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Libya's Ex-Prisoners Finding Their Way Home

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In Libya, thousands of rebel fighters and political prisoners freed from Moammar Gadhafi's notorious prisons are making their way home. But tens of thousands more are still missing.

Anxious relatives and friends in the eastern city of Benghazi have flooded the airport and docks night after night in hopes of finding their loved ones arriving by plane or by boat.

Shouts of joy erupted from a sea of assembled relatives early Sunday morning as passengers trickled out of the Benghazi airport terminal. They jostled for a peek at the arrivals from Tripoli, which included former prisoners freed from Abu Salim prison in the capital last week.

The prison was made infamous 15 years ago when some 1,200 inmates were killed during a prison uprising, according to human-rights groups. Gadhafi sent his political opponents there — and more recently, captured rebel fighters.

Many Libyans say it's a prison few people returned from.

Joyful Yet Bittersweet Reunions

Even with rebels firmly in charge of Abu Salim, many of the prisoners' relatives are scared their loved ones did not make it out. But for a handful who have gone to the Benghazi airport, the trip pays off with bittersweet reunions.

One elderly woman broke down as she saw her son, Nasser al-Malki, who had a broken leg and was rolled out in a wheelchair. She kissed his face and his feet as relatives held her steady.

"I was captured by Gadhafi forces on April 7," said Maliki, a 54-year-old rebel army colonel. He added that rebel fighters freed him and scores of others from a prison hospital just more than a week ago.

Malki says residents in a pro-rebel neighborhood in Tripoli gave each of them more than a thousand dollars each to buy clothes and the means to get home.

A few feet away there was another joyful reunion. Male relatives hugged Abdul Rauf Faraj, a 25-year-old accounting graduate who was picked up by Gadhafi forces in March while delivering ammunition to rebel fighters.

He spent 48 days at Abu Salim before being transferred by a sympathetic official to another prison in the nearby town of Tajura. Faraj says he and nearly 400 other prisoners escaped from there on Aug. 21 after prison guards who secretly sided with the rebels unlocked all of the cells and gates.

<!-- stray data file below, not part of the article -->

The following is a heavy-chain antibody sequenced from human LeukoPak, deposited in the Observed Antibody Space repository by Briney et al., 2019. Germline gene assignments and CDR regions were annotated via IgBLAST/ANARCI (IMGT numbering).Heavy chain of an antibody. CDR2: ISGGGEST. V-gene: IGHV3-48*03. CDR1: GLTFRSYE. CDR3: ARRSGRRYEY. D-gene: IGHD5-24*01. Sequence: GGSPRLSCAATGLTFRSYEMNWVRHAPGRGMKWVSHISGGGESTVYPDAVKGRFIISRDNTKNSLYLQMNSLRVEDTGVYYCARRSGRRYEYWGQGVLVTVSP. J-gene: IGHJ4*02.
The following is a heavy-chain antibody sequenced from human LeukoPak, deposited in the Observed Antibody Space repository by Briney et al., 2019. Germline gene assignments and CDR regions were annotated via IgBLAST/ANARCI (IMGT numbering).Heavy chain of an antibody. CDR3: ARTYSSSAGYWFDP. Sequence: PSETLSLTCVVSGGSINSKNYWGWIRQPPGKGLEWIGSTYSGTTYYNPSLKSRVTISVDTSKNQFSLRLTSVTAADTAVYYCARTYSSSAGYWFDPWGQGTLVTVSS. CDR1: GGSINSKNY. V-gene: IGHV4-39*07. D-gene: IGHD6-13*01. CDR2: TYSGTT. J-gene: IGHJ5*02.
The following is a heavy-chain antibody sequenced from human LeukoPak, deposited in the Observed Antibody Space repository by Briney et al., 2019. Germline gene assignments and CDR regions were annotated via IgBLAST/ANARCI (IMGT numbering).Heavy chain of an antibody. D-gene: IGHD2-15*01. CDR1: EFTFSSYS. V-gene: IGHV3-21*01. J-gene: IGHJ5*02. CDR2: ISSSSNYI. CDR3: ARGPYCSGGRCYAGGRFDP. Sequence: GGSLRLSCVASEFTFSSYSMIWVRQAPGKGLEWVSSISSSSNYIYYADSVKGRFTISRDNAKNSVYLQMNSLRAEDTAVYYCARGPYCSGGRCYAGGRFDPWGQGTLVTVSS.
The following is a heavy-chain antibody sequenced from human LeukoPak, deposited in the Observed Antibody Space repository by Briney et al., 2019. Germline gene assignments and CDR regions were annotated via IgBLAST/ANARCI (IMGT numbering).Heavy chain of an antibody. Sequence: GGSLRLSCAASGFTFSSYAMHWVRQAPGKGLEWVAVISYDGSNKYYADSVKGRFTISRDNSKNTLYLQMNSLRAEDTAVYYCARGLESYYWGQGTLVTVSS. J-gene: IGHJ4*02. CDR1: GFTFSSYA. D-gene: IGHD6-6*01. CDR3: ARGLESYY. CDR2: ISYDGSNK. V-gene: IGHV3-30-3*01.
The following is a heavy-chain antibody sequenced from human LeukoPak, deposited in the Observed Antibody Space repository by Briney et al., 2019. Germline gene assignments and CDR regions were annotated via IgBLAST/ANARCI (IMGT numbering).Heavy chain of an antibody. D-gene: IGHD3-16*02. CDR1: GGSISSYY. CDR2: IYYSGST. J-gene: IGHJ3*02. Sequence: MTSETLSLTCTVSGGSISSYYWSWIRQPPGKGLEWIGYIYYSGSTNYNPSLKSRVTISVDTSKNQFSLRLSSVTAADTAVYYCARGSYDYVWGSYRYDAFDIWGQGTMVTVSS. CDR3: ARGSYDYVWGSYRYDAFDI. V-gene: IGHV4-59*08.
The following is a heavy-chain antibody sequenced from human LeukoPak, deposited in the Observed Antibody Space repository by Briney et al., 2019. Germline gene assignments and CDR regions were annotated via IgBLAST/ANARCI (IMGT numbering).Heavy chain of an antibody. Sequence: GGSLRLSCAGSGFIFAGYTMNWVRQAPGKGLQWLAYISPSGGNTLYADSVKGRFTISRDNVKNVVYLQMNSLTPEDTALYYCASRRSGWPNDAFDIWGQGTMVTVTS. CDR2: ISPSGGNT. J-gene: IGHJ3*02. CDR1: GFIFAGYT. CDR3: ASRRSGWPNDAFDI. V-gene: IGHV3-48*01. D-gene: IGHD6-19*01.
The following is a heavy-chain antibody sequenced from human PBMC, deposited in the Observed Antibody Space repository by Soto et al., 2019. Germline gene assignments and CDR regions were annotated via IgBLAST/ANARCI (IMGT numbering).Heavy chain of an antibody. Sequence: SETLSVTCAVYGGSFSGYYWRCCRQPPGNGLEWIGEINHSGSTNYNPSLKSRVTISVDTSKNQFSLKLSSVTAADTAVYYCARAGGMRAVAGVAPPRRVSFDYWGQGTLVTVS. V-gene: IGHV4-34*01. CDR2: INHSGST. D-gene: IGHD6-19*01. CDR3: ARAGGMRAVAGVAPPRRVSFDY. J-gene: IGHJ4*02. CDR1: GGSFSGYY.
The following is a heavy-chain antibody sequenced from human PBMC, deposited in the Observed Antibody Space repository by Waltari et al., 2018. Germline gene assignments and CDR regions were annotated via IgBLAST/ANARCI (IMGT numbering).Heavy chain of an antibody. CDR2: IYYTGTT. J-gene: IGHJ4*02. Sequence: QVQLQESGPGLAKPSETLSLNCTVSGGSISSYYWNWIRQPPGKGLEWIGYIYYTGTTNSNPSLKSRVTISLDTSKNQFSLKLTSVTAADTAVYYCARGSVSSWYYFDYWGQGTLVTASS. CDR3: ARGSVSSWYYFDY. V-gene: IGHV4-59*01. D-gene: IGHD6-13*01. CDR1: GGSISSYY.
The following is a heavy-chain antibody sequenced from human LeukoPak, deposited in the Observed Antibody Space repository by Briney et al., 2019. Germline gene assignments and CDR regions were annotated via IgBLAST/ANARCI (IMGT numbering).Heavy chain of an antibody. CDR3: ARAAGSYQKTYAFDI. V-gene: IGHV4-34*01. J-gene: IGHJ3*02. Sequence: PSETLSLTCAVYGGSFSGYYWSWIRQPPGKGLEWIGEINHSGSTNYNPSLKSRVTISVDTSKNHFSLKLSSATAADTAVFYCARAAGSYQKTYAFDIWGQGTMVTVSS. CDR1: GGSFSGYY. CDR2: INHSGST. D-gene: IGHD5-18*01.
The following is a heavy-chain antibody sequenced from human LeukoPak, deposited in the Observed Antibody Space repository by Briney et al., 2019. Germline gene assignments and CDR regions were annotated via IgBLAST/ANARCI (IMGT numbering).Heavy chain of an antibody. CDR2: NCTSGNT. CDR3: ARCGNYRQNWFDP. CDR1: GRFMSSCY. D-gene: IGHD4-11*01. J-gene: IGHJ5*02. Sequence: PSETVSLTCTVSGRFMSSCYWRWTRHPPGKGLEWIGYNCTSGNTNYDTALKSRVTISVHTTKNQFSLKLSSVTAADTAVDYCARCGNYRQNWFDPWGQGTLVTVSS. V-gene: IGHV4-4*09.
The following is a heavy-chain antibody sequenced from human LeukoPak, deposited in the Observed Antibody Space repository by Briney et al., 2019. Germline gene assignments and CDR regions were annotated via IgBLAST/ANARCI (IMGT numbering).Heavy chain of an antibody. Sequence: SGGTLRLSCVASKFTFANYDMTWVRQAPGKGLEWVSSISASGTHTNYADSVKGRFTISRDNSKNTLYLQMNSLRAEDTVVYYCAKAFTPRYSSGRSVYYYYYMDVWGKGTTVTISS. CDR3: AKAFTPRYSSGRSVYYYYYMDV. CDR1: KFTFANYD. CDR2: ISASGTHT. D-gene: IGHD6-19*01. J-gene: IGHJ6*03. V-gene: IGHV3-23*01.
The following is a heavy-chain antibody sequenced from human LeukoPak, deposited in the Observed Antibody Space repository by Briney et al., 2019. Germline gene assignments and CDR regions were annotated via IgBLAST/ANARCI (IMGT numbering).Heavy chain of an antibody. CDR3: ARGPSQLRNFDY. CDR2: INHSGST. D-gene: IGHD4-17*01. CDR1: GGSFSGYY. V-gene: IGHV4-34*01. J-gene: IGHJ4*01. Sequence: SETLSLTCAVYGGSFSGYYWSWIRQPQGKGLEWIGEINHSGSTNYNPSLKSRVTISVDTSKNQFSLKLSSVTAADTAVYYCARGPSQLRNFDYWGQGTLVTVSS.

Faraj and his family piled into several cars and headed to the family compound. The relatives honked their horns and fired guns into the air in celebration on the way to the house where his tearful mother and sisters were waiting.

They buried the young man in hugs and kisses. A newborn nephew he had never met was placed in his arms. Faraj looked overwhelmed, but smiled weakly. He was pale and had lost 30 pounds during his months in prison.

"I feel strange being home," he said.

He says when he first went through Abu Salim's gates, he feared he would be tortured and imprisoned for years, if not killed. Those fears were heightened by the injuries Faraj says he saw on some of the other prisoners, who were rumored to have been dragged behind cars and burned with bug spray the prison guards ignited.

His father, Musa Faraj, shared those fears, after learning from another prisoner that his youngest child had been sent to the notorious prison.

"The reputation of Abu Salim prison is very well known to all Libyans, especially that massacre in 1996," the elder Faraj said. "So the people, they said: 'Abu Salim — that's the end.' "

For Many, The Waiting Continues

But last week, a Libyan TV station broadcast a list of freed prisoners and where they could be contacted. Musa Faraj says his heart leapt when his son's name appeared on the screen.

"His name was No. 14 on that list," he said. "And my son Abdullah, the older one, managed to get him on the phone so his mother talked to him, [he talked] to his sister and I talked to him."

But many more people in Benghazi are still looking for family members who they believe were taken to Abu Salim. The Libyan Red Crescent office there is trying to locate some 830 missing Abu Salim prisoners from Benghazi and its suburbs alone.

On Monday, Mona Mohammed Ali came to the office looking for word of her brother, Osama. She says he disappeared in the western town of Zawiya six months ago.

An elderly man named Omar Al Wahali was searching for his 25-year-old son. He says he comes to the office because there is no other place to look.

Not knowing what happened to his son, Saad, he adds, "is like dying 10 times a day."

Copyright 2011 National Public Radio. To see more, visit http://www.npr.org/.

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